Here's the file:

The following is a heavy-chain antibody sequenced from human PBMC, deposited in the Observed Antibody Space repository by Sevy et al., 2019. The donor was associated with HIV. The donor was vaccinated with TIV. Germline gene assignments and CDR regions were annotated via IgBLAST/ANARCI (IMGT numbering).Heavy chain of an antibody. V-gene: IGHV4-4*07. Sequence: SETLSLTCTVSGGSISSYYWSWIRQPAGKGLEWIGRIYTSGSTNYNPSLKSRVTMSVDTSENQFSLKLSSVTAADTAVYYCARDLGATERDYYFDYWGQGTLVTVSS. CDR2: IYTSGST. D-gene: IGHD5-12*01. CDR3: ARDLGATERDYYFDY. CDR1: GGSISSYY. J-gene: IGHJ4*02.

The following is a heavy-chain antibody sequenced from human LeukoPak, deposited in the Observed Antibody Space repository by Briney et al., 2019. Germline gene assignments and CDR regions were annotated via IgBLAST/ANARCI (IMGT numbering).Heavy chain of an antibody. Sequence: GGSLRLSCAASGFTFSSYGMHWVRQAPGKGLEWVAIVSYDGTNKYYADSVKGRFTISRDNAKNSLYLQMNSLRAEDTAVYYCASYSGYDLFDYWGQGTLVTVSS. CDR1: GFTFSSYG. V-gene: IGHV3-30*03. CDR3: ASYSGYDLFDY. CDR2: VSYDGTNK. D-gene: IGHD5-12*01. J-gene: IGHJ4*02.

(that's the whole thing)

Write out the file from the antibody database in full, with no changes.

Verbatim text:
The following is a heavy-chain antibody sequenced from human PBMC, deposited in the Observed Antibody Space repository by Sevy et al., 2019. The donor was associated with HIV. The donor was vaccinated with TIV. Germline gene assignments and CDR regions were annotated via IgBLAST/ANARCI (IMGT numbering).Heavy chain of an antibody. V-gene: IGHV4-4*07. Sequence: SETLSLTCTVSGGSISSYYWSWIRQPAGKGLEWIGRIYTSGSTNYNPSLKSRVTMSVDTSENQFSLKLSSVTAADTAVYYCARDLGATERDYYFDYWGQGTLVTVSS. CDR2: IYTSGST. D-gene: IGHD5-12*01. CDR3: ARDLGATERDYYFDY. CDR1: GGSISSYY. J-gene: IGHJ4*02.

The following is a heavy-chain antibody sequenced from human LeukoPak, deposited in the Observed Antibody Space repository by Briney et al., 2019. Germline gene assignments and CDR regions were annotated via IgBLAST/ANARCI (IMGT numbering).Heavy chain of an antibody. Sequence: GGSLRLSCAASGFTFSSYGMHWVRQAPGKGLEWVAIVSYDGTNKYYADSVKGRFTISRDNAKNSLYLQMNSLRAEDTAVYYCASYSGYDLFDYWGQGTLVTVSS. CDR1: GFTFSSYG. V-gene: IGHV3-30*03. CDR3: ASYSGYDLFDY. CDR2: VSYDGTNK. D-gene: IGHD5-12*01. J-gene: IGHJ4*02.